We began this wrap last week with job cuts and 'ere we go again.
Daimler just today said planned to axe at least 10,000 jobs worldwide to improve profit margins squeezed by heavy investments in electric and self-driving vehicles, a move that follows German rivals BMW and Volkswagen's Audi division. The cuts, accounting for at least 3.3% of the workforce, would be carried out by the end of 2022 as part of efforts to reduce personnel spending by EUR1.4bn euros ($1.5bn). The company plans to extend early retirement programmes and offer buyouts to reduce administrative staff in Germany. This had been signalled earlier this month when chairman Ola Kaellenius said at a Capital Markets Day: "The expenditure needed to achieve the CO2 targets require comprehensive measures to increase efficiency in all areas of our company. This also includes streamlining our processes and structures. This will have a negative impact on our earnings in 2020 and 2021. To remain successful in the future, we must therefore act now and significantly increase our financial strength." By the end of 2022, Mercedes-Benz Cars plans to save more than EUR1bn in personnel costs. To this end, jobs are to be reduced in both management and the indirect areas, Daimler had said.
Just days earlier, Volkswagen Group premium brand Audi said it would cut "up to 9,500" jobs as it converts its key Ingolstadt and Neckarsulm plants in Germany to electrified vehicles, saving EUR6bn in the process. The automaker had agreed a new deal, dubbed Audi.Zukunft [Audi.Future] with its works council which also extends the employment guarantee for the remaining workforce up to the end of 2029. That, as at Daimler, means no compulsory boots until then. So the cuts "will take place along the demographic curve – in particular through employee turnover and a new, attractive early-retirement programme", Audi said. Then the sweetner: "An equivalent percentage staff reduction will take place in management. Nonetheless, Audi will continue to recruit in the coming years. The company plans to create up to 2,000 new expert positions in areas such as electric mobility and digitalisation. Those appointments will be made on the principle of internal before external candidates."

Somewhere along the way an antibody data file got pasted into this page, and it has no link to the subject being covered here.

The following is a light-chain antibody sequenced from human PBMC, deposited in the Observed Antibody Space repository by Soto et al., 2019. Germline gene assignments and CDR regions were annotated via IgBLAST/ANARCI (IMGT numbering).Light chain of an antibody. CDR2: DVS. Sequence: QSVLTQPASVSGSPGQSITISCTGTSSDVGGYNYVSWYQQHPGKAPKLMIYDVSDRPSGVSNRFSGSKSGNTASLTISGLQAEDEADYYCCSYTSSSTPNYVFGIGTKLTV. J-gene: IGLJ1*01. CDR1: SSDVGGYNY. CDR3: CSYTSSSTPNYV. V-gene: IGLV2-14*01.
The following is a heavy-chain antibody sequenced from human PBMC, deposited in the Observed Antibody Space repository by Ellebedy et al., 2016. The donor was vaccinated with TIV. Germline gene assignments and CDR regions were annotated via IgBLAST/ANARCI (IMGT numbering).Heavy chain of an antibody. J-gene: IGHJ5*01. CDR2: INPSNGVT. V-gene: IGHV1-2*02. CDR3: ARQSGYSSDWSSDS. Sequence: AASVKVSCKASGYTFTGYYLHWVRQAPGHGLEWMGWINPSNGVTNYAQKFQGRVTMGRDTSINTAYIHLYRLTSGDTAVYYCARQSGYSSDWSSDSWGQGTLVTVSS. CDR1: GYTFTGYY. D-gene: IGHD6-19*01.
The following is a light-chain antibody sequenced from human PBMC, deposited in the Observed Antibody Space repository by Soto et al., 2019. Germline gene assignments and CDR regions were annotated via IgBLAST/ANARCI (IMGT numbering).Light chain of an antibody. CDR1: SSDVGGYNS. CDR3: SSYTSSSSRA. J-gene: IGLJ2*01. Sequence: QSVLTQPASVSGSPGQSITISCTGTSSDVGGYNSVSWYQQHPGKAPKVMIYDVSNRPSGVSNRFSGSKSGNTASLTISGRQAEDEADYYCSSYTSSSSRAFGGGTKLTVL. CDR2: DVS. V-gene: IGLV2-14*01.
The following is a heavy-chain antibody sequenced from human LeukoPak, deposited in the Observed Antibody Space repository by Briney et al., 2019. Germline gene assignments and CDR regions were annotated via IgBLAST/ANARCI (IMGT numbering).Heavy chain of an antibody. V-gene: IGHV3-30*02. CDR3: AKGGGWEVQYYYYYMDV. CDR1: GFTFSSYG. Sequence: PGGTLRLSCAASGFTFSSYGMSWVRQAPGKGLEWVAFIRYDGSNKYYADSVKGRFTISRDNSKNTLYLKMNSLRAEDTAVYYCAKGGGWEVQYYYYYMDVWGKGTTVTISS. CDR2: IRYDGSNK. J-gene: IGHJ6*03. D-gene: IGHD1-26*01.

BMW took a slightly different tack, announcing it had reached an agreement with its workforce on measures to reduce costs and avoid 'drastic measures'. "We have achieved a solution based on solidarity. This allows us to avoid drastic measures that others are currently taking to reduce their costs," BMW Group chief executive Oliver Zipse said. The agreement involves reducing bonuses for workers based on company profits, as well changes to Christmas and other bonuses for some workers, effective next year.
On the other hand, good news if you are a potential autoworker in China or interior parts maker in Serbia. BMW has put meat on the bones of last year's announcement of a joint venture with Great Wall and today marked the ground breaking for a joint venture plant in China under a new name to build electric Minis. Local Chinese government officials and the automakers announced the launch of the new joint venture, Spotlight Automotive, in China. The plant will have capacity for up to 160,000 vehicles per year, eventually employing 3,000 people. Both partners will share the cost of EUR650m and the plant will be built in 2020 to 2022 in Zhangjiagang, Jiangsu Province. The deal with Great Wall includes joint development of battery electric vehicles in the world's largest market for electromobility.